Steiner points out that with Bluebird, consumers can only withdraw cash without incurring a fee at MoneyPass ATMs, a network that includes over 30,000 locations, according to Bluebird’s website. Also, American Express cards are accepted at fewer locations than are Visa or Mastercard.
But there are positives, too. It’s free to use the service to write checks and pay bills. Bluebird doesn’t charge a monthly fee, but it does provide services such as purchase protection and roadside assistance.
“Bluebird is a sufficient alternative to a checking account, but has a couple of drawbacks, so it’s probably not ideal for everyone,” Steiner said.
T-Mobile MONEY, though, is connected with a far larger ATM network. It’s easier for customers to make ATM withdrawals without getting hit with a fee. Mastercard, the type of debit card people signed up for MONEY will receive, is also accepted at more locations.
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Fidelity’s Cash Management Account
The Fidelity Cash Management Account is another alternative for those not looking to work with traditional banks.
Fidelity, which specializes in retirement accounts, says the Cash Management Account requires no minimum balances, charges no fees and automatically reimburses any ATM fees.
You can scan and deposit checks with your smartphone or tablet after signing up for the Fidelity Mobile app. You can also use the service to pay bills, view balances or transfer money.
There are plenty of online-only banks, too, that offer high-interest-rate checking accounts.
Alliant Credit Union, for instance, offers an online checking account with an interest rate of 0.45 percent – which it says is five times the national average – and an online savings account with an interest rate of 1.90 percent, which Alliant says is 17.3 times the national average. Alliant will rebate out-of-network ATM fees of up to $20 a month.
Radius Rewards Checking is another good option, but mostly for consumers who keep a high balance in their checking accounts. This online checking account gives you 1 percent cash back on online and signature-based credit transactions made with a Radius Bank debit card. However, you will have to keep an average balance of $2,500 or more in your Rewards Checking account. This checking account also pays out an APY of 1 percent on balances from $2,500 to $99,999.99.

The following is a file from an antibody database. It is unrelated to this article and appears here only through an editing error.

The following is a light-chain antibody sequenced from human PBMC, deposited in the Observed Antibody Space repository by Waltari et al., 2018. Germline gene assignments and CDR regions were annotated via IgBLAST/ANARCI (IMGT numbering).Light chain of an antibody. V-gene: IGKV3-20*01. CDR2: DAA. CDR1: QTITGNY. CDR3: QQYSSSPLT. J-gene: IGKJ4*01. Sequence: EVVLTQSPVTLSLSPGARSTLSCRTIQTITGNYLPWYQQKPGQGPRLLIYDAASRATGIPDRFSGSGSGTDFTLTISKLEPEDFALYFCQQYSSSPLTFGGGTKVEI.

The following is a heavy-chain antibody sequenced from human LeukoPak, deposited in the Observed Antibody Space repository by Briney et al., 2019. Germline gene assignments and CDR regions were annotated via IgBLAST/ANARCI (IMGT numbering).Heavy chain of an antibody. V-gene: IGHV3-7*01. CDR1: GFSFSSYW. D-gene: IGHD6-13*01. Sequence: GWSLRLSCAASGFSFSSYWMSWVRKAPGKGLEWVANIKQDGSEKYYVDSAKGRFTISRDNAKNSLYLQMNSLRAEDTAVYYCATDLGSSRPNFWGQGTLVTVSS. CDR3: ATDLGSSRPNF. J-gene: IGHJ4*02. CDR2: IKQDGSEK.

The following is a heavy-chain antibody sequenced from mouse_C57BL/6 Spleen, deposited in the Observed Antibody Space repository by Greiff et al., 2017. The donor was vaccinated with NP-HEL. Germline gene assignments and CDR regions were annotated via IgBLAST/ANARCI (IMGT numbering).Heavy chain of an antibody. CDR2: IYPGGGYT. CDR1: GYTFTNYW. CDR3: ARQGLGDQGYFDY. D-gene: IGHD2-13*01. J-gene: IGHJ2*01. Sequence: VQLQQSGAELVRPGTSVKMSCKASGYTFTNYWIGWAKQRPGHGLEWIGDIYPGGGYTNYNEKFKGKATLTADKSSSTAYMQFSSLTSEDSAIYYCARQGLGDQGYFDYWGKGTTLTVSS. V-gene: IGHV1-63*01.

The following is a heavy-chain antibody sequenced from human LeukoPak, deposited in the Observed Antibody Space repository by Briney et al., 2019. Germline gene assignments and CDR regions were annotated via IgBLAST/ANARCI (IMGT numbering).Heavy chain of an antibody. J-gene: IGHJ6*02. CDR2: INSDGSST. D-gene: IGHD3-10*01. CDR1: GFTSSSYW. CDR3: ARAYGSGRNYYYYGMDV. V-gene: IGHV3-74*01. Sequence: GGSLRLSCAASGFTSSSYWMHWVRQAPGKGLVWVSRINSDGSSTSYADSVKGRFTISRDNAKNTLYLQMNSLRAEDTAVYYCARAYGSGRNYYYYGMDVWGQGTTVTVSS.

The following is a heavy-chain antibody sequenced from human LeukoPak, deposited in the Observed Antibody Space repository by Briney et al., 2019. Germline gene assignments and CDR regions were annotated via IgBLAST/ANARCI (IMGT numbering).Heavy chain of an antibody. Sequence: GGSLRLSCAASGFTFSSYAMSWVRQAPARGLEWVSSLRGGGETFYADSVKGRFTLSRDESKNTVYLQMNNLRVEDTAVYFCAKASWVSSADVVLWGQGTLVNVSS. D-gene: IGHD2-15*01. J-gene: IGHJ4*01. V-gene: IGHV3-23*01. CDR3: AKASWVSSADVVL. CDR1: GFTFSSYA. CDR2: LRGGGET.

Then there’s Simple, an online checking and budgeting app. You can direct deposit checks through your phone with the Simple app. If you do, your money will earn an impressive 2.02 percent APY. Simple says this is 30 times the national average.
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Another option for consumers seeking a nontraditional banking experience? Credit unions.
Credit unions are like banks in that they make loans, accept deposits and provide financial services. But credit unions are not-for-profit organizations owned by their members.
“Because credit unions are not-for-profit cooperatives, the profit goes back to the membership in the form of lower interest rates on loans and higher rates on savings accounts and CDs,” said David Bolden, CEO of Hiway Federal Credit Union in St. Paul, Minnesota. “We usually have lower fees. That is attractive to people.”
Dan Ziniti, director of member experience at Hanscom Federal Credit Union in Hanscom, Massachusetts, said credit unions often offer more flexibility than do traditional banks. Lenders at credit unions will look at your credit score, income and debts when deciding whether to approve you for a loan. But many will consider mitigating factors if these numbers aren’t stellar, Ziniti said.
“People are looking for different options than banks,” Ziniti said. “The flexibility we have, the better rates, those are attractive to people who are looking for something different from a traditional bank.”
You will have to meet certain requirements to become a member of a credit union. Some credit unions serve members of the U.S. military, for example, while others serve people working in a specific profession. More often today, though, credit unions have eased their membership restrictions, Bolden said. Many will serve people who live, work or go to school in a specific geographic area, while others accept members who belong to specific organizations or associations.